The Abortion Pill Is Safe, so Why Are Conservatives Lying About It?

 Texas Sen. Ted Cruz recently claimed that “pregnancy is not a life-threatening illness.” Childbirth is 14 times more likely to end in death than abortion is.

Abortion rights opponents understand that medication abortion is the future of abortion care, which explains their escalating and coordinated campaign to make it impossible to access.

Senate Republicans intensified the battle earlier this month when they sent a letter to the Food and Drug Administration urging the agency to take a widely used abortion drug completely off the market.

The request effectively asks the FDA to ban medication abortion entirely.

The group of 20 senators argued that the drug, mifepristone, poses an “imminent hazard to public health” and should be classified as such by the FDA, eliminating its legal use in the United States. Seventy-two lawmakers in the House of Representatives penned a similar letter the same day.

They are at least the second and third letters of their kind in a little more than a year: In May 2019, over 100 anti-choice members of Congress applauded the FDA for sending a cease and desist to Aid Access, a telemedicine site operated by a Netherlands-based doctor who prescribes mifepristone to patients in the United States.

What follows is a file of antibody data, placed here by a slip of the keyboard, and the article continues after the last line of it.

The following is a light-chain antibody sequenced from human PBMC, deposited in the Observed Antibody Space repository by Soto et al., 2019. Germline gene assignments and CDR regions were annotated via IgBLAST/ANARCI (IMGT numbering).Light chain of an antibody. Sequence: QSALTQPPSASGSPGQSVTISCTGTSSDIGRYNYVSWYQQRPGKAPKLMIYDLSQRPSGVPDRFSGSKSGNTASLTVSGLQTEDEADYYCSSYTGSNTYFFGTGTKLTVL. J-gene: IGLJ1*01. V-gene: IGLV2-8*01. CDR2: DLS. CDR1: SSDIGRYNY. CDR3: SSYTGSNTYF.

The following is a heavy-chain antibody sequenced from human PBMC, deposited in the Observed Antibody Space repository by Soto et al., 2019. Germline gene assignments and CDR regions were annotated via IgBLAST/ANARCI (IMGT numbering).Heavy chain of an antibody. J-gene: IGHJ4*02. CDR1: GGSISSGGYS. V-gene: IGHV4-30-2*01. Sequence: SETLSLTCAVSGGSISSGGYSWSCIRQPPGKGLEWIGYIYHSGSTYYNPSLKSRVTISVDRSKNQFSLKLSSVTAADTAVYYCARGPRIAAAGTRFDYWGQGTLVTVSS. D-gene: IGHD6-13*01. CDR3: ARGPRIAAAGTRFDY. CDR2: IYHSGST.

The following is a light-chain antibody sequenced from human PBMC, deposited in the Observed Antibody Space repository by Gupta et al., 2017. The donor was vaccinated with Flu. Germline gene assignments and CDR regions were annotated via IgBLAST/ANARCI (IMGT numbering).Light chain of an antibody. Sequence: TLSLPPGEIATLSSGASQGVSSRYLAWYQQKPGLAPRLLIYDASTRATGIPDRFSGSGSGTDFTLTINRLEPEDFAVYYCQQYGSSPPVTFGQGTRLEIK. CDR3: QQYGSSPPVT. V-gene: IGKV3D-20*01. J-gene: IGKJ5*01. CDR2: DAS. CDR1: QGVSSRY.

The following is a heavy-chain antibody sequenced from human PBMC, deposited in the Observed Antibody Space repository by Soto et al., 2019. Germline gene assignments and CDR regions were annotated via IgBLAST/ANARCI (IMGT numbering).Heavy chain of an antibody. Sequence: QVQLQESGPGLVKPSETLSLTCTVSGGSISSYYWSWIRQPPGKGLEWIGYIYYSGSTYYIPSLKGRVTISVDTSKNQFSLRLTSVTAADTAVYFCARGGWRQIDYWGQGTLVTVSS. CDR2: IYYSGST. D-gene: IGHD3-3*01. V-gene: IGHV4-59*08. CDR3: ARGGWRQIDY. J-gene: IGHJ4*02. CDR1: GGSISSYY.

Since then, lawmakers and anti-abortion groups have continued to call for the agency to crack down on websites selling the drug online; now they’re pressuring the agency to ban the medication outright, and with it a method of abortion early in pregnancy that accounts for about 40 percent of abortions.

These most recent appeals to the FDA arrive just as restrictions on mifepristone have been temporarily eased, and a new battlefront in the medication abortion wars has emerged. In July, a federal judge ruled that the FDA’s longtime requirement that the drug only be dispensed at a hospital or clinic could be suspended during the COVID-19 pandemic because the requirements unduly burdened abortion rights by forcing patients to make unnecessary trips to pick up medication that could easily be delivered to them at home.

In response, the Trump administration filed an emergency request to the Supreme Court to have the rule reinstated because the requirements “mitigate serious health risks associated with the drug,” echoing fellow conservatives’ unsubstantiated claims that the drug is so dangerous it needs to be highly regulated and perhaps removed from the marketplace altogether. The Supreme Court has not yet decided if it will take up the Trump administration’s emergency request to reinstate in-person requirements for dispensing medication abortion.

Reproductive health advocates see anti-choice lawmakers and Trump administration officials as working in tandem to sway a federal agency that might be sympathetic to their position, hoping that if they succeed, a new FDA classification of mifepristone will be difficult for their pro-choice opponents to undo.

“I think there’s a sense that it’s important to do something about medication abortion because of its increasing relevance,” said Mary Ziegler, a professor at the Florida State University College of Law who specializes in the legal history of reproductive health. “Part of the value of going through the FDA is that the decision they come to might be more insulated from challenges.”